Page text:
NAME: Cristiana Stancu
    COUNTRY: Romania
    STYLE: Kempo, Kyokushin
    RANK: Black belt (2nd dan)
    RECORD: 3-1
    WIKI: https://en.wikipedia.org/wiki/Cristiana_Stancu

    Cristiana "Mongol" Stancu (born July 19, 1991) is a Romanian mixed martial artist, karateka, boxer and kickboxer who competes in SUPERKOMBAT.

     
    #208
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  9. Thycidides Orange Belt

    Thycidides
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    Shogun really isn't a good example of Mauy Thai even for MMA.. To be honest Demetrious Johnson and Valentina Shevchenko are better examples. Authentic Mauy Thai is actually pretty rare to see applied in MMA.

    Low kicks are low scoring in Thailand. Its the clinch, knees and mid kick that score more and are most prevalent. Also the best Mauy Thai Fighter today, Saenchai is a counter fighter himself.
     
    #209
  10. Hotora86 火虎 空手道

    Hotora86
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    NEW FIGHTER ADDED !!!

    NAME: Nobutatsu Suzuki
    COUNTRY: Japan
    STYLE: Kyokushin
    RANK: Black belt
    RECORD: 11-2-2
    WIKI: https://en.wikipedia.org/wiki/Nobutatsu_Suzuki

    Nobutatsu Suzuki (born September 16, 1977) is a Japanese professional mixed martial artist currently competing in ONE FC's Welterweight division. He is the former ONE FC Welterweight Champion.

     
    #210
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  11. Hotora86 火虎 空手道

    Hotora86
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    We've reached an impressive number - 125 Karate fighters on the list!

    Time for some nerdy stats! :)

    STYLE %
    Kyokushin 26%
    Shotokan 14%
    unknown 10%
    Kenpo 9%
    Kempo 8%

    Kyokushin as always in the lead with 33 fighters - no surprise here, as knockdown rules are generally easier to adapt to full-contact MMA fighting. Shotokan second with 17, which may be simply a testimony to its worldwide popularity but perhaps after Machida's success more Shotokan karateka have decided to cross over to MMA? Kenpo (American) and Kempo (Japanese) have contributed 11 and 10 fighters respectively. Many fighters on the list are still missing a style - so if you know where the below guys are coming from PLEASE LET ME KNOW!

    Cheick Kongo
    Cole Escovedo
    Ed Ratcliff
    Giedrius Karavackas
    Karen Darabedyan
    Ken Hamamura
    Nam Phan
    Rogent Lloret
    Rose Namajunas
    Sam Hoger
    Shannon Ritch
    Wesley Johnson
     
    #211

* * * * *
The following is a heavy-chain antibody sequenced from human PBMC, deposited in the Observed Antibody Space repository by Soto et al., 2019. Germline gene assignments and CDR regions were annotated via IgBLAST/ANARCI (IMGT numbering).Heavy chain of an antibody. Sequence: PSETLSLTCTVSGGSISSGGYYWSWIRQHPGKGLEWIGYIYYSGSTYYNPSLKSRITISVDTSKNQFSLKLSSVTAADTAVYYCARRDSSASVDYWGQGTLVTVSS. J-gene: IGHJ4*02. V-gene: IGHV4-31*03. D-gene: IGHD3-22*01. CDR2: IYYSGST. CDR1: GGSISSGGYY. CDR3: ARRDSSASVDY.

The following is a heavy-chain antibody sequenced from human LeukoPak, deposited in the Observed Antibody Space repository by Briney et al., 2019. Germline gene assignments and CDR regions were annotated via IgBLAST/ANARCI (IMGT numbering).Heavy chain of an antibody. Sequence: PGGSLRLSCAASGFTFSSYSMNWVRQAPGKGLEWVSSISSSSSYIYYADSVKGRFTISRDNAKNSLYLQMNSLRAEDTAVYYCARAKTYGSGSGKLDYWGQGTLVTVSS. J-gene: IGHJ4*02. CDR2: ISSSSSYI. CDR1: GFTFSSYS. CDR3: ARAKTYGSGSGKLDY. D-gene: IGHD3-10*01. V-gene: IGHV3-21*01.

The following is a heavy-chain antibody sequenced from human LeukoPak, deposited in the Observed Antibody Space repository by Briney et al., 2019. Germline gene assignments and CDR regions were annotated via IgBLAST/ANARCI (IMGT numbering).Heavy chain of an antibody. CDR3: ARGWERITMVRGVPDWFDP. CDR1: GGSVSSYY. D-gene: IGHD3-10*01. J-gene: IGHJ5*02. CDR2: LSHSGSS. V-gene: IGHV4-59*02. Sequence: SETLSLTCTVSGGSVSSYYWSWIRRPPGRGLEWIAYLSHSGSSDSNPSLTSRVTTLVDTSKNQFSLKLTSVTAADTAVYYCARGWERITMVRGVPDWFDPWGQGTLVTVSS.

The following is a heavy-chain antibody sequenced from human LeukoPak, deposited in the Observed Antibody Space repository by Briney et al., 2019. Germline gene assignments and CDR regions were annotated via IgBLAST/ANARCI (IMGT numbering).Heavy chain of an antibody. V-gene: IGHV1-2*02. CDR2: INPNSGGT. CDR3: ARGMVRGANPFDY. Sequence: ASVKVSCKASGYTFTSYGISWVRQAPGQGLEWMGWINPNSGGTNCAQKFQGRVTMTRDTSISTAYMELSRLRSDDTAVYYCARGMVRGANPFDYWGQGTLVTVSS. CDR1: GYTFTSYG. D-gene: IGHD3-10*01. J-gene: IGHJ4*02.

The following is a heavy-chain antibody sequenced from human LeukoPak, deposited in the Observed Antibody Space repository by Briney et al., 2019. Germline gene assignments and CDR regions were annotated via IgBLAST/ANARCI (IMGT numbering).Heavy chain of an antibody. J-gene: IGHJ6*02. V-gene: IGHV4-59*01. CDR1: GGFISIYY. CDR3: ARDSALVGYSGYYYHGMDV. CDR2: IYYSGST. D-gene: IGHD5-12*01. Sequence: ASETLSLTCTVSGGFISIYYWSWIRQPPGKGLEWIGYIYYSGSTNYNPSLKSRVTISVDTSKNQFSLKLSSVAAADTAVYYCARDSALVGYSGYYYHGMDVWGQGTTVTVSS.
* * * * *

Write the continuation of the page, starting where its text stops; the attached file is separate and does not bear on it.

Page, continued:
Last edited: Mar 16, 2017
  12. CFGroup Blue Belt

    CFGroup
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    LOL, MT at that level is non existent in MMA. Everything about his technique is razor sharp and drilled to oblivion. MMA guys just don't have enough time to focus that finitely on one discipline.
     
    #212
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  13. Thycidides Orange Belt

    Thycidides
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    Exactly, so it is misleading to treat Rua with his plodding footwork as representative of the form.

     
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  14. a guy Black Belt

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    Yet there are plenty of grapplers at that level.
     
    #214
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  15. CFGroup Blue Belt

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    Don't get me wrong, I still see how limited MT footwork is when compared to other styles at the top level, Shogun just is a terrible example of that phylosophy at the MMA level. He's good enough to capitalize on the less prepared fighters he faces. Last weekend being a painful to watch example. Christ how many jab with no head movement counters can you eat before you throw it as a faint and throw a cross into the opening?

    The point of MT is to maneuver in CQ and deliver more damage than sustained. That by definition is going to put footwork mobility farther down the list. The styles that stand 1 or 2 steps out of contact range are by definition need footwork mobility to close the gap to connect.

    That's all I'm saying. Obviously if you get caught in a bash fest MT is going to kick ass, but if you have the space and don't get cornered snipping at distance is going to setup kinetic driven KO opportunities while avoiding damage.
     
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  16. a guy Black Belt

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    Kinetic driven KO opportunities? That's what every art is after. You're really biased against what you perceive as Muay Thai in mma, but the style you're advocating so heavily for only works with a lot of space--and those fighters always end up getting hurt bad when they fight someone who knows how to take away their space.
     
    #216
  17. Thycidides Orange Belt

    Thycidides
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    Ok it is pretty clear you don't watch a lot of Mauy Thai. In actual Mauy Thai competition Kicking exchanges at mid range are way more common than two guys trying for a knockout with punches.
     
    #217
  18. CFGroup Blue Belt

    CFGroup
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    Not always...Jeez, it's not like I don't have respect for CQ tactics I just don't prefer it.

    It's just the facts of physics that you can deliver more power winding up from distance, don't shoot the messenger.

    I guess if I was going all out I'd shin harden against wood, but I've seen the results of that after 40 and it ain't pretty!
     
    #218
  19. CFGroup Blue Belt

    CFGroup
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    Better post some examples of long stretches of MT snipping at distance two steps to throw for contact....

    More than one step to throw for contact, which is what you call "mid range"....

    Tic toc....
     
    #219
  20. a guy Black Belt

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    Achieve more power, but be easier to see and more vulnerable to counters--plus out of luck when you don't have that distance to work with. It's ok to have a style preference, but you talk like it's the superior style when that's far from the truth. It has well established weaknesses and limitations. You can argue MT footwork is limited, I can make the same argument for the style you're arguing for. Look what happened to Machida vs Shogun, Jones, Weidman, Romero and others, what happened to Wonderboy vs Brown and Woodley (even Ellenberger and Rory in the gifs I posted previously), Nelson vs Story and Maia, there are plenty of historical examples of that kind of footwork being neutralized. It has it's uses. It can be very effective. It can also be shut down like anything else.